Vol. 5, No. 4, 1999 Page 6

Dopamine abnormalities linked to violence

A new study adds to evidence that abnormalities in the brain’s use of the neurotransmitter dopamine play a role in violent behavior.

Using SPET (single-photon emission tomography), Jyrki Kuikka and colleagues compared striatal dopamine transporter (DAT) density in 21 impulsive violent offenders, 10 non-violent alcoholics, and 21 control subjects. A higher DAT density, they note, indica ates increased overall dopamine transmission. (The researchers compared their violent subjects to non-violent alcoholics in order to control for the effects of alcohol abuse, which was reported by all of the violent subjects.)

The researchers found that compared to the other two groups, violent offenders had a high DAT density and a “spotty” DAT distribution. These abnormalities, the researchers say, “may be associated with overactive and miscontrolled dopaminergic transmission n.” Nonviolent alcoholics, in contrast, had significantly lower DAT densities than control subjects.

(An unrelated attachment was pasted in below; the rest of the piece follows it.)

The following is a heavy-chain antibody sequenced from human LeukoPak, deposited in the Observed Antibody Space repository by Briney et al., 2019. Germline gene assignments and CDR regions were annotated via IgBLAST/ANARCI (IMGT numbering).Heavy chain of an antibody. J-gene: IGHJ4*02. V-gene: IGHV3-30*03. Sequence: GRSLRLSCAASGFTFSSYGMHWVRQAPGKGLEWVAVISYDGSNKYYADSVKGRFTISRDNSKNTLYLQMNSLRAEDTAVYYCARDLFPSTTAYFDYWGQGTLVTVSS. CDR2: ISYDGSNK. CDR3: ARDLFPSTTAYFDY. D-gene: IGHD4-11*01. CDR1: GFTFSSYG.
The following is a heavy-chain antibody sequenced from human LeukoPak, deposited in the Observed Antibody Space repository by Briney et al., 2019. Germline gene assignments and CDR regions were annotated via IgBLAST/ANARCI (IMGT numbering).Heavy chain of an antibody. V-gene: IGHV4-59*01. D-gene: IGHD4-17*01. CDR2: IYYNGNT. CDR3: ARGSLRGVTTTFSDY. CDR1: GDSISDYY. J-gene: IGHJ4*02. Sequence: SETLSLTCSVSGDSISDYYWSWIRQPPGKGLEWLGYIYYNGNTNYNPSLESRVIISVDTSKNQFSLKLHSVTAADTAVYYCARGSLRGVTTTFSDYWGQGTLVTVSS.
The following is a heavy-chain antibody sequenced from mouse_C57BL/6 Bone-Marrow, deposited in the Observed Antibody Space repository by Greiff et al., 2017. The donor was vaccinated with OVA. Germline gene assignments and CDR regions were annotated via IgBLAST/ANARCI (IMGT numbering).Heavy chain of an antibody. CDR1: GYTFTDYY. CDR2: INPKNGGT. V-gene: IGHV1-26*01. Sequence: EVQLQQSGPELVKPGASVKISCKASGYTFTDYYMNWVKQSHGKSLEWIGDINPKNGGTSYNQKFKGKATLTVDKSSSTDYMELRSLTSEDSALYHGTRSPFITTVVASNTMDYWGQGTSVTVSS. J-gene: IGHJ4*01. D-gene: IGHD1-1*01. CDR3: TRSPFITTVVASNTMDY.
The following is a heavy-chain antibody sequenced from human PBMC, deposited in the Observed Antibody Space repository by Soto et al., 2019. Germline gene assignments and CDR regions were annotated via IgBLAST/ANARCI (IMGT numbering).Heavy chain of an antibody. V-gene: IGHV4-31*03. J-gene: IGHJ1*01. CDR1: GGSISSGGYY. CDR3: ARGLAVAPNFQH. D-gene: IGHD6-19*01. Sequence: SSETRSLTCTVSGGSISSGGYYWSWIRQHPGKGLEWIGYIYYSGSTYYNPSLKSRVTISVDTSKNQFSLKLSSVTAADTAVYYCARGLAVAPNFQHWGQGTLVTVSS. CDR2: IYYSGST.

In addition, Kuikka et al. note, young violent offenders did not exhibit normal left-right asymmetry in DAT distribution, while scans of older violent offenders revealed a more normal distribution. This late normalization of asymmetry, the researchers say y, “may reflect late neurobiological maturation among habitually violent offenders.”

The researchers say their findings are consistent with animal studies that suggest an association between aggression and increased dopamine activity in the brain.


“Abnormal structure of human striatal dopamine re-uptake sites in habitually violent alcoholic offenders: a fractal analysis,” Jyrki T. Kuikka, Jari Tiihonen, Kim A. Bergström, Jari Karhu, Pirkko Räsänen, and Markku Eronen, Neuroscience Letters, Vo ol. 253, 1998, pp. 195-197. Address: Jyrki T. Kuikka, University of Oulu, Oulu, Finland, jkuikka@uku.fi.

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